Composers > Anecdotes > Minors of the Majors - Charles-Camille Saint-Saëns: - Cello Concerto - No. 2 in D minor, Op. 119
by Georg Predota | September 26th, 2016

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Charles-Camille Saint-Saëns: Cello Concerto No. 2 in D minor, Op. 119

saint saens cello concerto minors of the majors“Minors of the Majors” invites you to discover compositions by the great classical composers that for one reason or another have not reached the musical mainstream. Please enjoy, and keep listening!

Camille Saint-Saëns was one of the greatest of all music prodigies. He produced his first composition at age 3, and publically performed a Beethoven violin sonata at age 4. In a legendary concert at the Salle Pleyel, and at the tender age of 10, he offered to play as an encore any of Beethoven’s 32 piano sonatas from memory. Berlioz admiringly wrote, “This young man knows everything, and he is an absolutely shattering master pianist.” Franz Liszt declared him “the world’s greatest organist,” but underestimating his own achievements as a composer, Saint-Saëns modestly suggested that he rated “First among composers of the second rank.” He clearly possessed a mastery of compositional technique, and his ease, ingenuity, naturalness and productivity was compared to “a tree producing leaves.” Yet, during a period of extreme musical experimentations, Saint-Saëns remained stubbornly traditional, and by the time of his death in 1921, his compositional style was considered deliberately old fashioned. Scathing critical opinion suggested “Saint-Saëns has written more rubbish than any one I can think of. It is the worst, most rubbishy kind of rubbish.”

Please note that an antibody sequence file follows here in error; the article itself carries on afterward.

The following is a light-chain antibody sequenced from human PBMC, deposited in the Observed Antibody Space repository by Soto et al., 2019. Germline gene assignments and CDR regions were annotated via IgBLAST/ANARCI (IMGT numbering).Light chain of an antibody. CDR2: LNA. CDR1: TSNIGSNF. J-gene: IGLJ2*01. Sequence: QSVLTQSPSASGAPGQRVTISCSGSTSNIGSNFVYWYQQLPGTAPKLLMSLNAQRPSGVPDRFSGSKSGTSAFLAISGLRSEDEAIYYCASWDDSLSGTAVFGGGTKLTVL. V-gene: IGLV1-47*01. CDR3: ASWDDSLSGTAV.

Charles-Camille Saint-Saëns: Cello Concerto No. 2 in D minor, Op. 119
Among his most rubbished works is the Cello Concerto No. 2 in D minor, written in 1902 for the cellist Josef Hollman. Stylistic reasons might certainly be partially to blame for this neglect, but Saint-Saëns himself observed that the Second Cello Concerto “will never be as well-known as the First: it simply is too difficult.” In fact, the score abounds with treacherous double-stops and firework passages reaching into the highest register of the instrument. Although it is cast in a traditional three-movement layout, the work unfolds in a continuous flow, providing a single unified entity. The composition is cyclically linked, with the finale—immediately following a fiendishly difficult cadenza—restating the first thematic group of the opening section. Although a critic barked, “never have so many notes been written to so little purpose,” the work radiates Saint-Saëns’ unmistakable melodic charm and characteristic freshness and vitality.

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